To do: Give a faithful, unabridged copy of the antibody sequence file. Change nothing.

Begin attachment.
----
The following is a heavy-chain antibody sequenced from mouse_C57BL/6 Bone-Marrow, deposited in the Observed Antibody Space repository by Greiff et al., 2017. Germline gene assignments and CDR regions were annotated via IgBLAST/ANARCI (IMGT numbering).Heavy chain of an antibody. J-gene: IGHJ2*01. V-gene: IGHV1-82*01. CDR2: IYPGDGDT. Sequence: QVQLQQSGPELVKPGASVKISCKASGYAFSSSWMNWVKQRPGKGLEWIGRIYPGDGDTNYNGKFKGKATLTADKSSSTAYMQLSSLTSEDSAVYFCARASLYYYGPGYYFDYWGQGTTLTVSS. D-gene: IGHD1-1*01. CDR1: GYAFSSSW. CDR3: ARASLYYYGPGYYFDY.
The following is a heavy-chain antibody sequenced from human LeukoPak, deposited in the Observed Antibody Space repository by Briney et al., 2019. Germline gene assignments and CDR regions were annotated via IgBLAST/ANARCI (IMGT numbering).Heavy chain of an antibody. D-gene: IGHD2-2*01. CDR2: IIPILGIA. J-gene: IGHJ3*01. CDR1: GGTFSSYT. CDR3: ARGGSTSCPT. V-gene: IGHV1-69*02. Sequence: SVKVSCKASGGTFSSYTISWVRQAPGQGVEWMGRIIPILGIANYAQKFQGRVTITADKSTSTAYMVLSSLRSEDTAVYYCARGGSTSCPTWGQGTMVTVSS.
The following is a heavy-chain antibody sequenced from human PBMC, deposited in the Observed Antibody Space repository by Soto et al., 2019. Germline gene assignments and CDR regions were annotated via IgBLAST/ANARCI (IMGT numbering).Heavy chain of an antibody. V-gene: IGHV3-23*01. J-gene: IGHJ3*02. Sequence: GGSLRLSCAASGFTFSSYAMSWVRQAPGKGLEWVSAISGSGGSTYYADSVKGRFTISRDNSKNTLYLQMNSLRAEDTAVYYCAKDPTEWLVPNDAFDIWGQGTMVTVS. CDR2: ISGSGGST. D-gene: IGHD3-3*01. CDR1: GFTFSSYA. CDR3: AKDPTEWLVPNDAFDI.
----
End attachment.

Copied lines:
The following is a heavy-chain antibody sequenced from mouse_C57BL/6 Bone-Marrow, deposited in the Observed Antibody Space repository by Greiff et al., 2017. Germline gene assignments and CDR regions were annotated via IgBLAST/ANARCI (IMGT numbering).Heavy chain of an antibody. J-gene: IGHJ2*01. V-gene: IGHV1-82*01. CDR2: IYPGDGDT. Sequence: QVQLQQSGPELVKPGASVKISCKASGYAFSSSWMNWVKQRPGKGLEWIGRIYPGDGDTNYNGKFKGKATLTADKSSSTAYMQLSSLTSEDSAVYFCARASLYYYGPGYYFDYWGQGTTLTVSS. D-gene: IGHD1-1*01. CDR1: GYAFSSSW. CDR3: ARASLYYYGPGYYFDY.
The following is a heavy-chain antibody sequenced from human LeukoPak, deposited in the Observed Antibody Space repository by Briney et al., 2019. Germline gene assignments and CDR regions were annotated via IgBLAST/ANARCI (IMGT numbering).Heavy chain of an antibody. D-gene: IGHD2-2*01. CDR2: IIPILGIA. J-gene: IGHJ3*01. CDR1: GGTFSSYT. CDR3: ARGGSTSCPT. V-gene: IGHV1-69*02. Sequence: SVKVSCKASGGTFSSYTISWVRQAPGQGVEWMGRIIPILGIANYAQKFQGRVTITADKSTSTAYMVLSSLRSEDTAVYYCARGGSTSCPTWGQGTMVTVSS.
The following is a heavy-chain antibody sequenced from human PBMC, deposited in the Observed Antibody Space repository by Soto et al., 2019. Germline gene assignments and CDR regions were annotated via IgBLAST/ANARCI (IMGT numbering).Heavy chain of an antibody. V-gene: IGHV3-23*01. J-gene: IGHJ3*02. Sequence: GGSLRLSCAASGFTFSSYAMSWVRQAPGKGLEWVSAISGSGGSTYYADSVKGRFTISRDNSKNTLYLQMNSLRAEDTAVYYCAKDPTEWLVPNDAFDIWGQGTMVTVS. CDR2: ISGSGGST. D-gene: IGHD3-3*01. CDR1: GFTFSSYA. CDR3: AKDPTEWLVPNDAFDI.